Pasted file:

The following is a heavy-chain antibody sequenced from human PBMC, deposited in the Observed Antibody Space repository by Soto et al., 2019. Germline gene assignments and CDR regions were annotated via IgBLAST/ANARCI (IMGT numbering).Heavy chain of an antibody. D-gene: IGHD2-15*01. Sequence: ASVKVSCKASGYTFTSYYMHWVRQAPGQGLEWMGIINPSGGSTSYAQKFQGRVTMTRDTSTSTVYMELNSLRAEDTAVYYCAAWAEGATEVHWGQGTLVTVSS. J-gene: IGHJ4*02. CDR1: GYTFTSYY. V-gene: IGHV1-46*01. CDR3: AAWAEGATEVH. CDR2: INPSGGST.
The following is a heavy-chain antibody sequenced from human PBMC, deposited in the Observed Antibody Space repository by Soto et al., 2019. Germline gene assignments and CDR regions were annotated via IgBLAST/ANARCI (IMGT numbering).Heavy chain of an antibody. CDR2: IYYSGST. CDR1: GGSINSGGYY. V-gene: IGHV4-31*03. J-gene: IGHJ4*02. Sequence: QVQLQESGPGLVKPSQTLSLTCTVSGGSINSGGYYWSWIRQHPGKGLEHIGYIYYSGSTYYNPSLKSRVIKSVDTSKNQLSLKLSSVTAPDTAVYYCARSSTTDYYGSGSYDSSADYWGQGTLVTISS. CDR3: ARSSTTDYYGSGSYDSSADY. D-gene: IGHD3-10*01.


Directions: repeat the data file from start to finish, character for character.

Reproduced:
The following is a heavy-chain antibody sequenced from human PBMC, deposited in the Observed Antibody Space repository by Soto et al., 2019. Germline gene assignments and CDR regions were annotated via IgBLAST/ANARCI (IMGT numbering).Heavy chain of an antibody. D-gene: IGHD2-15*01. Sequence: ASVKVSCKASGYTFTSYYMHWVRQAPGQGLEWMGIINPSGGSTSYAQKFQGRVTMTRDTSTSTVYMELNSLRAEDTAVYYCAAWAEGATEVHWGQGTLVTVSS. J-gene: IGHJ4*02. CDR1: GYTFTSYY. V-gene: IGHV1-46*01. CDR3: AAWAEGATEVH. CDR2: INPSGGST.
The following is a heavy-chain antibody sequenced from human PBMC, deposited in the Observed Antibody Space repository by Soto et al., 2019. Germline gene assignments and CDR regions were annotated via IgBLAST/ANARCI (IMGT numbering).Heavy chain of an antibody. CDR2: IYYSGST. CDR1: GGSINSGGYY. V-gene: IGHV4-31*03. J-gene: IGHJ4*02. Sequence: QVQLQESGPGLVKPSQTLSLTCTVSGGSINSGGYYWSWIRQHPGKGLEHIGYIYYSGSTYYNPSLKSRVIKSVDTSKNQLSLKLSSVTAPDTAVYYCARSSTTDYYGSGSYDSSADYWGQGTLVTISS. CDR3: ARSSTTDYYGSGSYDSSADY. D-gene: IGHD3-10*01.